In standard English, double negatives are considered “bad grammar.” Here’s what they are and why you should avoid using them in your writing.
Insights into Good Writingpowered by LanguageTool
Correct and precise writing can be a challenging undertaking. Gaining the right insights into the English language will allow you to skillfully optimize your texts. This will make them more precise, more captivating, but also more individual to your personal taste. Our step-by-step guide shows you how to write better, confidently, and concisely. You will come straight to the point. And the comma. And the colon.
British English uses “centre”, and American English prefers “center”. But is this always true? What about doubled consonants?
Writer’s block is an uninvited guest that every writer faces from time to time. But overcoming writer’s block is simple, and we’ll teach you how.
All of these words sound identical: “peak”, “peek”, and “pique”. So, how can we tell these homophones apart to correctly use their distinct meanings?
American English spelling omits letters compared to British English: “-or” instead of “-our”, dropping silent “e’s”, and replacing “ae” or “oe” with “e”.
The free and practical writing assistant LanguageTool can be integrated into the Overleaf editor. Find out about installing and using both tools.
British English favors verbs with the end syllable “-ise”, whereas American English uses “-ize”. But is this always true, and what are other spelling differences?
The free writing assistant LanguageTool has two modes of operation. Let us introduce you to picky mode.
We explain the difference between the adverb “there”, the possessive pronoun “their”, and the contraction “they’re”.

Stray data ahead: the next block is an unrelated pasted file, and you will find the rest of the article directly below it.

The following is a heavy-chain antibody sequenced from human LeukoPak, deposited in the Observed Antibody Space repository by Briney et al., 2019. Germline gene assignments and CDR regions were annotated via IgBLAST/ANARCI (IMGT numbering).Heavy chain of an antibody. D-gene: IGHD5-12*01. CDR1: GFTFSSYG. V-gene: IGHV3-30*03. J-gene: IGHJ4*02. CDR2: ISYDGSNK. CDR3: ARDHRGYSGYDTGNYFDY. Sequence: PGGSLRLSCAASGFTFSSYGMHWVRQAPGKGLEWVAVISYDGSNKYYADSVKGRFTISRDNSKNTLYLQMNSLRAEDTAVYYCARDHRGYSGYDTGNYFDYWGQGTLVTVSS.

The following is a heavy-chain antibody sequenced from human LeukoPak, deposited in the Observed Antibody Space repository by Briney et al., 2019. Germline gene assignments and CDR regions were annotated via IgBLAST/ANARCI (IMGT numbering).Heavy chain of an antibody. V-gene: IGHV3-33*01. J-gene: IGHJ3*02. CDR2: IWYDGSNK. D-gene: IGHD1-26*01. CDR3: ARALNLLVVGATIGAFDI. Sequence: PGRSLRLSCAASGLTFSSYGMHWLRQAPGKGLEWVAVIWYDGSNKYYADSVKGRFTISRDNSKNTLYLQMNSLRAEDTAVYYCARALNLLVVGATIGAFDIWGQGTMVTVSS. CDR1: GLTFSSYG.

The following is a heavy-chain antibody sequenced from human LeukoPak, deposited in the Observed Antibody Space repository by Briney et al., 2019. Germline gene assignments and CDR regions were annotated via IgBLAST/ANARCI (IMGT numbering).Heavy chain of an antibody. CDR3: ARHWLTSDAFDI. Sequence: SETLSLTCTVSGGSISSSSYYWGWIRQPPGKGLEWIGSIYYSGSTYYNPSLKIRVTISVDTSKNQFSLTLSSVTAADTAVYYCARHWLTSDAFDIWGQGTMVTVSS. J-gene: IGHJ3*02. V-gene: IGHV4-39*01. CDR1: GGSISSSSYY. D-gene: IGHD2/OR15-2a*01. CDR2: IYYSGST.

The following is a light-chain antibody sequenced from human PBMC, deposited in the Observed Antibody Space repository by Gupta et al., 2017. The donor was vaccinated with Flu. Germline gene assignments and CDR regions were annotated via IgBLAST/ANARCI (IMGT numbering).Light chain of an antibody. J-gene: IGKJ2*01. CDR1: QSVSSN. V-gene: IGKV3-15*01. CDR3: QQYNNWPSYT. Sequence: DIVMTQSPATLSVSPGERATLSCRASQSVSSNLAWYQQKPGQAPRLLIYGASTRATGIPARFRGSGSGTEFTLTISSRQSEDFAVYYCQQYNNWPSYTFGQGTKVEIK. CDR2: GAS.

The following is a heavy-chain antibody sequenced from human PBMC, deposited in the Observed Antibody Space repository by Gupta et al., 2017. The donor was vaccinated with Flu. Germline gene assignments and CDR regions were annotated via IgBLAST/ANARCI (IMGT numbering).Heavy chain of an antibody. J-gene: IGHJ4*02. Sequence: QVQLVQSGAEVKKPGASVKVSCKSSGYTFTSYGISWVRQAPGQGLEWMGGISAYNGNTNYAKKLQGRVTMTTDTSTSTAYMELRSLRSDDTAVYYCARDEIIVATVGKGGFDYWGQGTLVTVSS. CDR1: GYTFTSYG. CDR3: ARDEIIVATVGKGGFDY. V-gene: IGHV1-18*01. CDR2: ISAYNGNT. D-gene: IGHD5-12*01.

There once was a difference between “each other” and “one another”. But what’s the situation today—are they synonyms?
Insights summarizes the content of this month with linguistic-related memes and the power of emoji language.
There seem to be two sides when it comes to the Oxford comma: fervent defenders and staunch opponents of its usage and the logic behind it.
These days, the British government is discussing re-establishing the imperial system instead of the metric system or, to be precise, their current coexistence.
What are reflexive pronouns, and how do we form them? We explain why “themselves” is not the same as “them” and “each other”.
Regarding indefinite articles, this basic rule applies: “a” before a consonant, and “an” before a vowel. But is this always true?
Diseases, theories, and objects are sometimes named after their discoverers. But do we capitalize the resulting compounds?
“Loose” is an adjective, and “to lose” is a verb. But why is there confusion when it comes to the forms “looser” and “loser”?
Many applications and websites offer a “Dark Mode” option. LanguageTool is no exception. Read up on installing and using Dark Mode here.
Aside from its many meanings, the verb “to let” offers two challenges: “let’s” versus “lets”, as well as “let + (to) + infinitive”.
Our mixed bag explains how to spell these words correctly: lieutenant, rhythm, miniscule vs. minuscule, and colonel.
“In regard to” and “with regard to”, or “in regards to” and “with regards to”? We explain this conundrum and give some tips on using “regard”.
Repeating the subject can get redundant sometimes. So, why not simply drop it? We explain how you can omit the subject in your formal writing.
Recently, we celebrated the European Day of Languages. How many foreign words are part of the English lexicon, and where do they come from?
When should I use “you and I”, and when is it better to say “you and me”? We explain the difference, and two recent changes in their usage.
LanguageTool provides a handy and free synonym finder for more precise writing. Find out more about this thesaurus function here.